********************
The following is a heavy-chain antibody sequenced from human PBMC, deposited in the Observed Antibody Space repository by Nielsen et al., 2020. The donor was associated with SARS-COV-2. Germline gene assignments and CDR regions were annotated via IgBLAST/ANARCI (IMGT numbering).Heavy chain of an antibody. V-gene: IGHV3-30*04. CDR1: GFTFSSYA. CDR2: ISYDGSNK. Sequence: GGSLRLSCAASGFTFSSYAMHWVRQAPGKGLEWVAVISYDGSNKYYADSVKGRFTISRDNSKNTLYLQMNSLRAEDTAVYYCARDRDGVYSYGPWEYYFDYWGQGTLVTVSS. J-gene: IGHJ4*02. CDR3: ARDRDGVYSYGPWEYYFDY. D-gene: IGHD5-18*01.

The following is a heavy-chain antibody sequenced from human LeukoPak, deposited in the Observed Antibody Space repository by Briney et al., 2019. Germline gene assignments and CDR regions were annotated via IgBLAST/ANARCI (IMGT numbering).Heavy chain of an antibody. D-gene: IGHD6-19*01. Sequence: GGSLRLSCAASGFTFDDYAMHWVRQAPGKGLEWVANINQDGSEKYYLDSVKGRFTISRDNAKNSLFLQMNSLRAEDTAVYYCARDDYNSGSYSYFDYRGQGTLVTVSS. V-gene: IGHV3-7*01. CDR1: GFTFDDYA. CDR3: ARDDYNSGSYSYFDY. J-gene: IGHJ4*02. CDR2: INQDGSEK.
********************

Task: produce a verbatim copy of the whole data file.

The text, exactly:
The following is a heavy-chain antibody sequenced from human PBMC, deposited in the Observed Antibody Space repository by Nielsen et al., 2020. The donor was associated with SARS-COV-2. Germline gene assignments and CDR regions were annotated via IgBLAST/ANARCI (IMGT numbering).Heavy chain of an antibody. V-gene: IGHV3-30*04. CDR1: GFTFSSYA. CDR2: ISYDGSNK. Sequence: GGSLRLSCAASGFTFSSYAMHWVRQAPGKGLEWVAVISYDGSNKYYADSVKGRFTISRDNSKNTLYLQMNSLRAEDTAVYYCARDRDGVYSYGPWEYYFDYWGQGTLVTVSS. J-gene: IGHJ4*02. CDR3: ARDRDGVYSYGPWEYYFDY. D-gene: IGHD5-18*01.

The following is a heavy-chain antibody sequenced from human LeukoPak, deposited in the Observed Antibody Space repository by Briney et al., 2019. Germline gene assignments and CDR regions were annotated via IgBLAST/ANARCI (IMGT numbering).Heavy chain of an antibody. D-gene: IGHD6-19*01. Sequence: GGSLRLSCAASGFTFDDYAMHWVRQAPGKGLEWVANINQDGSEKYYLDSVKGRFTISRDNAKNSLFLQMNSLRAEDTAVYYCARDDYNSGSYSYFDYRGQGTLVTVSS. V-gene: IGHV3-7*01. CDR1: GFTFDDYA. CDR3: ARDDYNSGSYSYFDY. J-gene: IGHJ4*02. CDR2: INQDGSEK.